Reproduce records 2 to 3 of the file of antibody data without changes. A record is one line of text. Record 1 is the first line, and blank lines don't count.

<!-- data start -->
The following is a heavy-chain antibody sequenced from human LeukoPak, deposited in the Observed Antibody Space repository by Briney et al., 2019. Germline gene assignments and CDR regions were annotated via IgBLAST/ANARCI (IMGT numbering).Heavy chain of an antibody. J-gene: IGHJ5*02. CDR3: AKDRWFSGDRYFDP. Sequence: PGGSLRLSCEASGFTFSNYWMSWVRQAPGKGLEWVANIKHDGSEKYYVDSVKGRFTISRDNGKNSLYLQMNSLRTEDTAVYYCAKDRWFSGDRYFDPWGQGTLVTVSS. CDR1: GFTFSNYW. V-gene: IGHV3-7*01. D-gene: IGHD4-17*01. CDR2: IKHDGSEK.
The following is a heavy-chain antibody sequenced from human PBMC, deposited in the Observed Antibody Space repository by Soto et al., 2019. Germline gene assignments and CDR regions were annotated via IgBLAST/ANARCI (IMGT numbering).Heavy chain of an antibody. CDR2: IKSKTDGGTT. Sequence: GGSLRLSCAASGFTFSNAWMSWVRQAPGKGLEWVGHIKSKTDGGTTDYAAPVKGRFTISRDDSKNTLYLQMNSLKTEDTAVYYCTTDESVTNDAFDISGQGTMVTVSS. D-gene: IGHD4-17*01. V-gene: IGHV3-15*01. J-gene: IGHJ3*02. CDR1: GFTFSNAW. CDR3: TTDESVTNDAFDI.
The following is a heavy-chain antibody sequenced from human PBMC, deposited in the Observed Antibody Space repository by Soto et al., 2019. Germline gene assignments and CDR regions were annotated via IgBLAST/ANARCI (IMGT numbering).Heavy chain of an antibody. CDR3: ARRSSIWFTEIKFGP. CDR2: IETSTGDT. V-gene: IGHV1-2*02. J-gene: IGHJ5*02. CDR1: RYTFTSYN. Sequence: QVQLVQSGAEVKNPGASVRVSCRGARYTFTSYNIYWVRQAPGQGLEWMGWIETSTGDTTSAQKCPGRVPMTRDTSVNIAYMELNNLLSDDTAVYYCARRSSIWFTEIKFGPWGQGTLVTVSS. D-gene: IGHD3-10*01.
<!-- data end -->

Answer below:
The following is a heavy-chain antibody sequenced from human PBMC, deposited in the Observed Antibody Space repository by Soto et al., 2019. Germline gene assignments and CDR regions were annotated via IgBLAST/ANARCI (IMGT numbering).Heavy chain of an antibody. CDR2: IKSKTDGGTT. Sequence: GGSLRLSCAASGFTFSNAWMSWVRQAPGKGLEWVGHIKSKTDGGTTDYAAPVKGRFTISRDDSKNTLYLQMNSLKTEDTAVYYCTTDESVTNDAFDISGQGTMVTVSS. D-gene: IGHD4-17*01. V-gene: IGHV3-15*01. J-gene: IGHJ3*02. CDR1: GFTFSNAW. CDR3: TTDESVTNDAFDI.
The following is a heavy-chain antibody sequenced from human PBMC, deposited in the Observed Antibody Space repository by Soto et al., 2019. Germline gene assignments and CDR regions were annotated via IgBLAST/ANARCI (IMGT numbering).Heavy chain of an antibody. CDR3: ARRSSIWFTEIKFGP. CDR2: IETSTGDT. V-gene: IGHV1-2*02. J-gene: IGHJ5*02. CDR1: RYTFTSYN. Sequence: QVQLVQSGAEVKNPGASVRVSCRGARYTFTSYNIYWVRQAPGQGLEWMGWIETSTGDTTSAQKCPGRVPMTRDTSVNIAYMELNNLLSDDTAVYYCARRSSIWFTEIKFGPWGQGTLVTVSS. D-gene: IGHD3-10*01.